Two hours later, as she lay sleeping, dry, warm and fed, a torrential thunderstorm swept in. There’s no doubt that would have finished her off. I knew then I’d made the right choice, but I won’t say it’s been easy. She demanded to be fed every two hours – or less – 24/7 for the first couple of weeks. Like having a newborn again, it was sleepless nights and sleepy days. And of course all that milk ran right through her.
It takes a global village
Since that rocky start she has thrived. And while pet rescue is not part of the PCV role, many compassionate fellow volunteers and friends have pitched in to care for her. Amy in Korea, a dog rescuer herself, directed me to a website on caring for orphaned puppies and offered advice and encouragement.
Ina donated a cardboard box and her precious hot water bottle so Hazel could have a hot water “bed,” Sarah bought her “babydog milk” formula on a trip to Yerevan and gave her a stuffed snowman toy (for the little “polar bear”). Paige brought pet supplies from when she had rescued a puppy. She also bought much needed worm medicine, puppy chow and an adorable harness and leash in Yerevan. And everyone has taken turns “socializing” her with lots of cuddling and attention.
In fact, in a way Hazel is representing the Second Goal of Peace Corps: to share American culture with the host country nationals. That includes showing how we treat animals.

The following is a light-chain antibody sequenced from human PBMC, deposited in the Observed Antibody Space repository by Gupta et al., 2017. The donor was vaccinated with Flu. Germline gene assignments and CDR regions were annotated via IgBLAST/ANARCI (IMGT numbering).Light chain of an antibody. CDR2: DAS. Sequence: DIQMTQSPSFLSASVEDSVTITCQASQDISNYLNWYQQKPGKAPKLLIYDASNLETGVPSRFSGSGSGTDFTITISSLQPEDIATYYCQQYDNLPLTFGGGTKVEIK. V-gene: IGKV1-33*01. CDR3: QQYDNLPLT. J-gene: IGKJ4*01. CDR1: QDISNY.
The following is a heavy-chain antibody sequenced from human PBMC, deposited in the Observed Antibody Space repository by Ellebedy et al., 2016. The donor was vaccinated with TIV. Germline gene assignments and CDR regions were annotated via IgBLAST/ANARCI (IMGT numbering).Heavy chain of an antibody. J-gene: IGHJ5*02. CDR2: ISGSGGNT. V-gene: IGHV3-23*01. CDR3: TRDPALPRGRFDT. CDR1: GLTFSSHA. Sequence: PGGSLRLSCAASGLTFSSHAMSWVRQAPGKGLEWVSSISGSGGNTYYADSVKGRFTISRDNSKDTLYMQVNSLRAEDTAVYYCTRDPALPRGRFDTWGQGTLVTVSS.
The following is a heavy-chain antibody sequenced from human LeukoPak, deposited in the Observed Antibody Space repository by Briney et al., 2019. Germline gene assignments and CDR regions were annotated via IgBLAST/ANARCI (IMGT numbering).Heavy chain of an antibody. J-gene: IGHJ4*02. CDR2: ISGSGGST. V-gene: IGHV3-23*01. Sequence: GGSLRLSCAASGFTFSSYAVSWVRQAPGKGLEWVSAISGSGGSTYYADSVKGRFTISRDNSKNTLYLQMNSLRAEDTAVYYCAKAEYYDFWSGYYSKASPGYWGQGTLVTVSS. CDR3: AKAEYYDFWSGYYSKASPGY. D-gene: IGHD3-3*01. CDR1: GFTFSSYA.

A dog’s life is hard in Armenia
Hazel is – or was – a street dog. Her fate, had she survived in the wild, would be to roam the streets, dodging cars and cruel boys, dumpster diving for scraps and sleeping under bushes. It’s a short, hard life.
There are no animal rescue groups outside the capital, five hours away. Dogs such as Hazel are not seen as pets. If people do have dogs they keep them tied up in the yard, occasionally tossing them scraps. Cities routinely have sweeps where street dogs are rounded up and shot.
Stores don’t sell pet food, let alone devote an entire aisle to them. PetSmart would have a hard time in Armenia.
This is not meant to be a judgment on Armenians or Armenian culture. It’s just the way it is here. Part of the experience of living in another culture is to be able to accept their values while still being true to your own and somehow making them both work.
While the volunteers have doted on Hazel, many Armenians actually recoil from her. I have to take her wherever I go as she is too small to leave home alone for long. When I took her to the opening of Sarah’s playground in a nearby village, the children were fascinated. I’m pretty sure they had never seen a “tame” puppy, particularly one that was carried in a bag. Some wanted to touch her, with rough pats and rubbing her fur the wrong way, while others pulled back as if she were an alligator. Petting her seemed more a show of bravery than a natural act of kindness.
Now, at four weeks, Hazel is sleeping through the night, mostly, and eating puppy chow mixed with oatmeal and milk (although she still begs for her bottle). She is smart, frisky and playful, full of life and mischief. What’s not to love?
Where we go from here, I’m not sure. Sometimes you just have to follow your heart and not worry about what’s down the road. I want what’s best for her, and if the right people wanted to adopt her I would let her go. If not, perhaps she will become a roving PC ambassador, spreading puppy love across Armenia (sorry TEFL program).
Whatever happens, I’ll keep you posted!